The ubiquity of the “quantifiable” is reflected in fracking opponents’ focus on the economic externalities of the industry. Highlighting the harmful effects of fracking on water availability, water and air quality, and seismic activity, opponents argue that the externalized social and environmental costs of shale gas extraction are too great to warrant its continuation.

These are valid points that should be carefully considered before new wells are drilled—not suspiciously ignored as the EPA has done.3 However, they all carry with them an implicit presupposition: if hydraulic fracturing could be engineered to avoid all risk of air and water contamination, to minimize water usage (e.g., by recycling frack water), and to contain seismic activity to remote areas, then environmentalist opponents ought to acquiesce to the continued growth of the shale gas market. In other words, the validity of opponents’ arguments depends on their reliance on measurable, short-term environmental damage that may or may not be a necessary consequence of fracking.

That the fracking debate revolves around the economic benefits versus the environmental risks (i.e. the externalities)—both of which fall within the narrow purview of economic reasoning—is indicative of the types of arguments that modern technocratic society legitimates. Arguments for environmental protection such as those articulated above, notes Eisenstein, “are problematic because they affirm the very assumption we need to question, that decisions in general should be made according to economic calculations.”4 Free ourselves from this constraint, and we might question the cultures of economic growth, resource extraction, and exploitation that hydraulic fracturing embodies and perpetuates. No longer beholden to empirical studies on the danger of water contamination from frack water, we could instead reason that regardless of quantitative economic and environmental considerations, hydraulic fracturing is wrong on principle because it violates the earth’s sacredness.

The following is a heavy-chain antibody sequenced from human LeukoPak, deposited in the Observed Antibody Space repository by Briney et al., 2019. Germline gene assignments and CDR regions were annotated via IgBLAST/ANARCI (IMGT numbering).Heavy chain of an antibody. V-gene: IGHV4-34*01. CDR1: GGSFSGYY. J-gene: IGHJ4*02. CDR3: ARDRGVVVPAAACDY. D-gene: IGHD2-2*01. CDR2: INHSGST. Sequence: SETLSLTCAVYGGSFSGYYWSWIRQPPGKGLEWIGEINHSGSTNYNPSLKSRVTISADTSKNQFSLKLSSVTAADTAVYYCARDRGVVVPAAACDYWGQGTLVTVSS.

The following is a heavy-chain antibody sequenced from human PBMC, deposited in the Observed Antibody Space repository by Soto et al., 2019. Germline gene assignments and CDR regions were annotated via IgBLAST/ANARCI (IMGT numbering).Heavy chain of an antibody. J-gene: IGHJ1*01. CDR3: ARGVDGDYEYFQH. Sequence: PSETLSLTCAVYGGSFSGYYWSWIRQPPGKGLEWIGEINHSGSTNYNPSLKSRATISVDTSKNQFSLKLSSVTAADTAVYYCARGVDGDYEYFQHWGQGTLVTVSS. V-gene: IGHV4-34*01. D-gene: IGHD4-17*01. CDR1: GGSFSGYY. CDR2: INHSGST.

What it means to see nature as sacred—or to maintain a sacred outlook, as some spiritual traditions put it—is not easily defined, and sacredness itself has many qualities. One quality articulated by deep ecologists is the innate value of the well-being and flourishing of the whole world—human and non-human—“independent of the usefulness of the non-human world for human purposes.”5 The Universal Declaration of the Rights of Mother Earth6 and a number of declarations of interdependence7 emphasize the interdependence of living beings and the aliveness or living quality of entities not often considered to be living organisms—rocks, mountains, oceans, ecosystems—as fundamental qualities of the earth’s sacredness. The sacred outlook promoted in these documents is one of deep respect for the natural world as “precious” and “wondrous.”8

Such words suggest a strong feeling underlying the intellect of these theories. Experientially, sacred outlook connotes a “sense of wonder and appreciation of the earth’s beauty,” leading one “to feel deeply for our physical environment.”9 From such appreciation comes gratitude for the earth’s sustenance,10 the “endowments bestowed upon us” by nature.11 Central to this progression seems to be an exchange of invitation and gift: in opening ourselves to experience the wonder of the natural world, we welcome communication with that world and thereby receive “gnosis, a prolific, carnal science, not an intellectual knowing.”12 In this sense, the experience of sacredness may be the fruit borne of cultivating a relationship.